A family full of loved ones is a family full of food preferences — and sometimes these preferences can be at odds with each other.

It’s unrealistic to cook different meals for everyone each night and sometimes the roster of meals everyone likes can feeling it is shrinking because you eat the same foods over and over again.

There are strategies you can try for truly picky eaters, but there are also scenarios in which you have a gluten-free, dairy-free family member alongside a meat lover and a vegetarian.

While these food allergies and food preferences may seem impossible to overcome, here are five techniques you can try to keep everyone fed and happy at the table.

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1. Make one big meal and some sides

This is different than making everyone an individual meal. Say one day you make a roast chicken that most of your family will eat, but the vegetarian in your family won’t be able to eat it. Make a hearty side salad with a protein like chickpeas or black beans, along with some roasted or steamed vegetables and a carbohydrate like rolls or mashed potatoes.

If you roast the chicken, throw together the salad, steam vegetables in the microwave and serve it with store-bought rolls. It doesn’t need to eat up a ton more time than you originally planned on allotting for dinner.

But make sure to change up the main course. The next day, consider making a vegetable-filled quiche with bacon and fresh fruit on the side. By alternating between a meat-centered main course and a meat-free main course (with enough sides and vegetarian-friendly protein to constitute a good dinner), then you can keep everyone relatively happy.

2. Focus on build-your-own meals

Burrito bowls, salads, tacos, pizzas, pasta bowls and so much more can be easily customizable and a great way to get family involved in cooking while also catering to differing lifestyles and palettes.

A build-your-own pizza bar doesn’t need to be that much work: pick up some grocery store pizza dough, divide it into individual portions and offer an array of toppings like chopped bell peppers or cut-up grilled chicken, so everyone can have something they like. Building your own pasta bowls is an option, too: just cook up some pasta and make a meat on the side like meatballs or grilled chicken. Have plenty of vegetables that can mixed in with the pasta and allow family members to mix up their own bowl.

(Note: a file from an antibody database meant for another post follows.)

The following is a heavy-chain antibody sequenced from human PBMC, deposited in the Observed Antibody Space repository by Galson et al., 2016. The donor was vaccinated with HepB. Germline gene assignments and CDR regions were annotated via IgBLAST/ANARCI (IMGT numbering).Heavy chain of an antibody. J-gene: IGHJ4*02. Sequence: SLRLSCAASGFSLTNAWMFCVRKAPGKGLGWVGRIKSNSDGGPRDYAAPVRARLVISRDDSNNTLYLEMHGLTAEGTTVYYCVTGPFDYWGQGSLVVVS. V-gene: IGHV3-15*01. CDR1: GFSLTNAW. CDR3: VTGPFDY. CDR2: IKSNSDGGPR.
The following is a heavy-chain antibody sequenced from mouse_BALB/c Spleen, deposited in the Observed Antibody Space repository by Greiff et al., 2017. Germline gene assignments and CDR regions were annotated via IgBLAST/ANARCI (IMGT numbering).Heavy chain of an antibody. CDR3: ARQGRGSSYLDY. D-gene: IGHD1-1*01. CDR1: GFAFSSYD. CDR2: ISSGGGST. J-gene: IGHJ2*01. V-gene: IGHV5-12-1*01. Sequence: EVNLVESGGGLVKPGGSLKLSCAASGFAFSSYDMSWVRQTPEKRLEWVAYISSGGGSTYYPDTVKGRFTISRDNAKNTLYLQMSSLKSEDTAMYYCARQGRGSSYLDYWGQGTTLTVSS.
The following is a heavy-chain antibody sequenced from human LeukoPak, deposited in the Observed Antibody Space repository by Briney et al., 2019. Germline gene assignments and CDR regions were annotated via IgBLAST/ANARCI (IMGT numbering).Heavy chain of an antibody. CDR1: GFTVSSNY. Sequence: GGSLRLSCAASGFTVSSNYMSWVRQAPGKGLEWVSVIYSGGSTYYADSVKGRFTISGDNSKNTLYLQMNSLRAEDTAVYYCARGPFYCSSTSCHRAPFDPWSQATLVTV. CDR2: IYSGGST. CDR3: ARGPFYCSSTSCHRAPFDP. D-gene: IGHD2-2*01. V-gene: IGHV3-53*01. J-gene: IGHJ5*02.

This can work great for lunch the next day — just have family members pack up a lunch with the leftovers.

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3. Make customizable meals

You’d be surprised by how easily you can change up dishes.

Say you really want to do a tomato soup and grilled cheese night, but the meat lovers in the family want bacon on their grilled cheese, you want Brie and apple instead of cheddar and your vegetarian family member wants a heartier bread.

It’s not a ton more effort to change the toppings and bread in this case, since you have to make each sandwich individually. Sandwiches and salads are a good example of a meal that you can make in different ways without it being more of a hassle.

Say you go through with grilled cheese night and you want to put some apple on yours, but nobody else wants apple on theirs? Use the rest of the apple for a baked apple dessert or for sliced apples on the side.

Here’s another example: burgers. Grill up some regular burgers and a black bean burger for any of your vegetarian family members. It’s the same basic meal and most of the toppings can be shared, but in this case, you’re accommodating everyone’s dietary choices or needs.

4. Always start with a salad

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There are plenty of reasons to always start with a simple green salad: for one, you can eat more vegetables. Another reason is it can help you with weight management by aiding in calorie management. But another compelling reason to do this is to help you manage different tastes around food.

If you have a salad with vegetables and someone doesn’t love the main course, they can eat more of the salad and sides to balance it out. Offering a simple salad with some protein on it, like some chickpeas or quinoa, can help you manage different styles of eating.

5. Have something on the table that everyone likes

If you know that your vegetarian family member just loves garlic mashed potatoes and you’re making steak as a main course, make the garlic mashed potatoes. If your gluten-free, dairy-free loved one adores chicken enchiladas with corn tortillas and dairy-free cheese, and another family member doesn’t like dairy-free cheese, make a salad with regular cheese on the side.

In short, find different ways to make sure that there is at least one dish on the table that a family member can be enthusiastic about, even if that’s not the main dish.

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